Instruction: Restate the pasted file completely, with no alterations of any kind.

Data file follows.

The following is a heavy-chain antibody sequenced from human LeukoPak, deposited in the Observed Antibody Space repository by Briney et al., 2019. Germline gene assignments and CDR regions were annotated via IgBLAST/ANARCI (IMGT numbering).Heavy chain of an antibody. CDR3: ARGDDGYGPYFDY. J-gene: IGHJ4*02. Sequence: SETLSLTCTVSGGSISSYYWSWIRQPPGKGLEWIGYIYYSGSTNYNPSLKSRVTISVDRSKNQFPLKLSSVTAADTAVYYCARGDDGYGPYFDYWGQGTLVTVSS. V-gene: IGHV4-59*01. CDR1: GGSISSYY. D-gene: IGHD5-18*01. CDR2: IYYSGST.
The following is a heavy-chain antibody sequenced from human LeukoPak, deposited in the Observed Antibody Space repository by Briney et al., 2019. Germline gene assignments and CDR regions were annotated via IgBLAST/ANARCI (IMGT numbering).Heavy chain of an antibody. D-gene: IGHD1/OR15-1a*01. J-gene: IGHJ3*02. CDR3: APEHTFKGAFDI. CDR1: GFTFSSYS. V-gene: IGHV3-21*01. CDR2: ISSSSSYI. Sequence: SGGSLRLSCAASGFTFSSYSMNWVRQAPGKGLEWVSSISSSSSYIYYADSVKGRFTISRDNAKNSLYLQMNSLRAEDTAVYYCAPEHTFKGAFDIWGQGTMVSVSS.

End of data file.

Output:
The following is a heavy-chain antibody sequenced from human LeukoPak, deposited in the Observed Antibody Space repository by Briney et al., 2019. Germline gene assignments and CDR regions were annotated via IgBLAST/ANARCI (IMGT numbering).Heavy chain of an antibody. CDR3: ARGDDGYGPYFDY. J-gene: IGHJ4*02. Sequence: SETLSLTCTVSGGSISSYYWSWIRQPPGKGLEWIGYIYYSGSTNYNPSLKSRVTISVDRSKNQFPLKLSSVTAADTAVYYCARGDDGYGPYFDYWGQGTLVTVSS. V-gene: IGHV4-59*01. CDR1: GGSISSYY. D-gene: IGHD5-18*01. CDR2: IYYSGST.
The following is a heavy-chain antibody sequenced from human LeukoPak, deposited in the Observed Antibody Space repository by Briney et al., 2019. Germline gene assignments and CDR regions were annotated via IgBLAST/ANARCI (IMGT numbering).Heavy chain of an antibody. D-gene: IGHD1/OR15-1a*01. J-gene: IGHJ3*02. CDR3: APEHTFKGAFDI. CDR1: GFTFSSYS. V-gene: IGHV3-21*01. CDR2: ISSSSSYI. Sequence: SGGSLRLSCAASGFTFSSYSMNWVRQAPGKGLEWVSSISSSSSYIYYADSVKGRFTISRDNAKNSLYLQMNSLRAEDTAVYYCAPEHTFKGAFDIWGQGTMVSVSS.